AT&T Special Access Petitions Granted

But FCC official signals special access reforms will be approved soon
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AT&T petitions to deregulate special access (business)
service in San Francisco/Oakland and San Antonio will be de facto granted after
there was no vote Monday on a special access reform proposal by FCC Chairman
Julius Genachowski that would have blocked that approval by suspending all such
pending petitions and eliminating the competitive benchmarks for deregulating
the service.

An FCC official speaking on background said the petitions
(as well as one by Windstream) were being granted under the old rules and after
"productive discussions among the commissioners," but added that "pursuant
to ongoing discussions we expect the Commission will soon vote on an order
setting out a path to reform them."

Under FCC rules, telcos are required to lease special access
lines to competitors. But the FCC deregulated AT&T and others' special
access lines in 2009 in cases where competitive triggers are met. Those lines
are the "last mile" dedicated broadband lines to businesses, which
incumbent local exchange carriers like AT&T dominate. By contrast,
residential customers can generally choose from cable or phone lines for their
service.

The commission removed the "dominant pricing"
regulations, while continuing to regulate interconnection and reasonable pricing
per its Title II common carrier regulation of ILECs. Ever since the commission
has been under pressure from public interest groups to reregulate special
access.

"We are pleased the FCC has allowed our petitions to be granted," said AT&T in a statement. "Our petitions measured the level of competition from facilities-based competitors, and clearly and easily met the triggers. In fact, they underestimate the true level of competition by not measuring the cable companies and other pure facilities competitors who do not rely on incumbent investments to provide competitive services.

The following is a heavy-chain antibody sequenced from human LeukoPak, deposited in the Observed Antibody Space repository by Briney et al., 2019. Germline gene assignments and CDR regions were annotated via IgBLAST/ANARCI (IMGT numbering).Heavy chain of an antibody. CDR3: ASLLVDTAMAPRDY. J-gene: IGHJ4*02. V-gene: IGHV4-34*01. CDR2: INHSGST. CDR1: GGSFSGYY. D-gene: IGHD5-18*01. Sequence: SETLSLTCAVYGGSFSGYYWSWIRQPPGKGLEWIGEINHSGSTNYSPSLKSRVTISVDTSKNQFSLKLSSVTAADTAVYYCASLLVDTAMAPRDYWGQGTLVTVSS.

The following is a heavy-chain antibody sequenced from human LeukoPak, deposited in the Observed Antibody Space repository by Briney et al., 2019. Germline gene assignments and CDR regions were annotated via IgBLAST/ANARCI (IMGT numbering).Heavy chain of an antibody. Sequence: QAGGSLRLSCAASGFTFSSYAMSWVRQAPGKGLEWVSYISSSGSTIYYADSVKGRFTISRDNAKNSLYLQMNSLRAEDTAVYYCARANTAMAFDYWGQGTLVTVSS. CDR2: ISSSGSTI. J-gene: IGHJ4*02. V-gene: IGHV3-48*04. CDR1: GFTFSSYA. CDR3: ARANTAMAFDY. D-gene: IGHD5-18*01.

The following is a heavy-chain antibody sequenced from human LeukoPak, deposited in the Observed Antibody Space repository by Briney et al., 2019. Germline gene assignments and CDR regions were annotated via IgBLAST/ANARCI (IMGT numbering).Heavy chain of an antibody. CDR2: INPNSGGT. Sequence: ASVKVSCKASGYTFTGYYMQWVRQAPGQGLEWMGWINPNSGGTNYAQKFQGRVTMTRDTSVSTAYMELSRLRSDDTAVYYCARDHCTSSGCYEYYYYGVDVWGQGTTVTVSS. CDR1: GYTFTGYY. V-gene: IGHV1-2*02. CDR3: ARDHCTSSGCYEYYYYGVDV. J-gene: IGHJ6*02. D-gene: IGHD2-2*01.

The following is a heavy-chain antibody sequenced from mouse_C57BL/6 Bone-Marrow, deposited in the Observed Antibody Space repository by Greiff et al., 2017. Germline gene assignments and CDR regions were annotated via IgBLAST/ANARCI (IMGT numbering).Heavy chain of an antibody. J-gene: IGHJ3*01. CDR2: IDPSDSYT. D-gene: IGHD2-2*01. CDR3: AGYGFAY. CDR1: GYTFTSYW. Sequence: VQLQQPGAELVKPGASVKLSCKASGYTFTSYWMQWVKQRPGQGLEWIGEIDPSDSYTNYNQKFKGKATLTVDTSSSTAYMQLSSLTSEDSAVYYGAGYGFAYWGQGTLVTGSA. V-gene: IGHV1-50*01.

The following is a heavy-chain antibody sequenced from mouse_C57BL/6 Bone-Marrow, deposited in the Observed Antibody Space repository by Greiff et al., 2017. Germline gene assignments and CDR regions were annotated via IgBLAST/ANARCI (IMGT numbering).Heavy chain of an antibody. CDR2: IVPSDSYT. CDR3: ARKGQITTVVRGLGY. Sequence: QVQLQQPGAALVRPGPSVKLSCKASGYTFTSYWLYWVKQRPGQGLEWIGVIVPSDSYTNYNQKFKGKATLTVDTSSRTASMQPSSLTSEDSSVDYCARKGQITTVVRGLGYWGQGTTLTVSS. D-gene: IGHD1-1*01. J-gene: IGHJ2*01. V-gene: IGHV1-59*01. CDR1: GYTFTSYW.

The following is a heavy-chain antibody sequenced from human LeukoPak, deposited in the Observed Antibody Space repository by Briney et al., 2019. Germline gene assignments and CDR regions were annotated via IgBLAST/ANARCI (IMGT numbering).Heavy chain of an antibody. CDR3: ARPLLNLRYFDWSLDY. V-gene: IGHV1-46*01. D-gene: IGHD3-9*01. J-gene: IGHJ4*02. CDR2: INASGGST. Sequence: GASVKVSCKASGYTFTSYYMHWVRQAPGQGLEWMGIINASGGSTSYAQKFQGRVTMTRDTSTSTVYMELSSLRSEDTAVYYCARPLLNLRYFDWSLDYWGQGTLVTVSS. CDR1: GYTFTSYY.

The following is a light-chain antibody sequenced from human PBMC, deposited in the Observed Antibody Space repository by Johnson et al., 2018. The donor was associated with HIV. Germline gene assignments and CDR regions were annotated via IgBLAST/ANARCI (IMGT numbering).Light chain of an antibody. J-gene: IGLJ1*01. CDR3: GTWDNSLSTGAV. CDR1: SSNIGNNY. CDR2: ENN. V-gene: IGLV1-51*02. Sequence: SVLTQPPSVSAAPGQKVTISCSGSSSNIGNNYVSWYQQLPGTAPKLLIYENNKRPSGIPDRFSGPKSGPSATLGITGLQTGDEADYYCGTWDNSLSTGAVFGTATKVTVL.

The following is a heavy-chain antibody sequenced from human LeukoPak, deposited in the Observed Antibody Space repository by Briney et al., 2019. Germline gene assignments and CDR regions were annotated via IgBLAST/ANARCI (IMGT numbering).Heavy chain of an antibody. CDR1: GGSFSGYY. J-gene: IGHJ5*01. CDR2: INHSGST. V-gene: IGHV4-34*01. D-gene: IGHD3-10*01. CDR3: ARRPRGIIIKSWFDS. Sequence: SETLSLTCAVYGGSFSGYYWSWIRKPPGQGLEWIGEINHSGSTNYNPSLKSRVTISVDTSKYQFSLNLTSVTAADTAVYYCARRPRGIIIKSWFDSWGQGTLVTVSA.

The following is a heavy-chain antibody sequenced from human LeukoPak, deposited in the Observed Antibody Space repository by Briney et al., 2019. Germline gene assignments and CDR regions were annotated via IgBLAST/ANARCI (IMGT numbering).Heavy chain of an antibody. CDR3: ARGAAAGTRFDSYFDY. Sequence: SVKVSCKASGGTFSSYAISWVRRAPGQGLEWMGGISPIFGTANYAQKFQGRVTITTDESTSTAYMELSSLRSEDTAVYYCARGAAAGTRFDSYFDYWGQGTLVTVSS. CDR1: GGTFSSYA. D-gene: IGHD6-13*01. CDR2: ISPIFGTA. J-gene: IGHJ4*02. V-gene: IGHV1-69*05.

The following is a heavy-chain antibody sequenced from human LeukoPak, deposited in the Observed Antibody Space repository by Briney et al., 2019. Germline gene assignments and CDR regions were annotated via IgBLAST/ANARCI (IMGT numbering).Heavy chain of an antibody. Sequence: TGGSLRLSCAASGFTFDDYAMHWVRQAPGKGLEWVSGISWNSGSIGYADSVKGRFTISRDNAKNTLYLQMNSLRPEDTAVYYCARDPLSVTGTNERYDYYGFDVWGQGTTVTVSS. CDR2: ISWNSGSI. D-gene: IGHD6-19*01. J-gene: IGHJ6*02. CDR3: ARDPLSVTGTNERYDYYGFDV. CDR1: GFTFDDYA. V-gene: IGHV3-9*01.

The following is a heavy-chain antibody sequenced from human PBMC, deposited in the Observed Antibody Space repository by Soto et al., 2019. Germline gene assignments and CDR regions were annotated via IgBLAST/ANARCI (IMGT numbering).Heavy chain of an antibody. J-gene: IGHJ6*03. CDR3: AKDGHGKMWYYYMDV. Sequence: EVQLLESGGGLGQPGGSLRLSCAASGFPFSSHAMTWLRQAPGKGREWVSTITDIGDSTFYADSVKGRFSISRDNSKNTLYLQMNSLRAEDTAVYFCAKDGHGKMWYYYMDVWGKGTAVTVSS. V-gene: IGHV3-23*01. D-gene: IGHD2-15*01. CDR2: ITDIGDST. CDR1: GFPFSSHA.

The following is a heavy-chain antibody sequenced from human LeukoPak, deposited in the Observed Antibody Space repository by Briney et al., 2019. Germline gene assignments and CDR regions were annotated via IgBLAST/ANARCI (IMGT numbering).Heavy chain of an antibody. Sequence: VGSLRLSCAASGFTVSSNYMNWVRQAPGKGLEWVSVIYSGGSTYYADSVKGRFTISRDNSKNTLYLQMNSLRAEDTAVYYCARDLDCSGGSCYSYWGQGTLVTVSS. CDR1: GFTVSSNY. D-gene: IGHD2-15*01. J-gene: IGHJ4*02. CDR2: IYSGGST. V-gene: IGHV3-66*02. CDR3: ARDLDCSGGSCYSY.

"The granting of these petitions underscores the vital importance of the Commission gathering data from the CLECs on a mandatory basis before drawing any conclusions on the true state of competition in these markets.  It has always been our position that policy judgments in this industry must be based scrupulously on fact and not rhetoric.  It is our hope that facts based on the Commission's promised data collection will inform its judgments on this market and allow it to focus on the transition to an all-IP world."

The FCC official said the commission plans to issue a "mandatory, comprehensive data request, to collect the necessary data from incumbent and competitive providers."

"We are pleased that the pricing flexibility petitions submitted by AT&T and Windstream for relief have been granted," said a senior official in the office of commissioner Ajit Pai. "These petitions sought relief under a longstanding, Clinton-era deregulatory framework and were unopposed. Looking to the future, the Commission should promote investments in IP technologies rather than referee increasingly anachronistic disputes over legacy infrastructure. A mandatory, near-term data collection is also critical; past voluntary requests just haven't worked. We stand willing to work with our Commission colleagues in these efforts."

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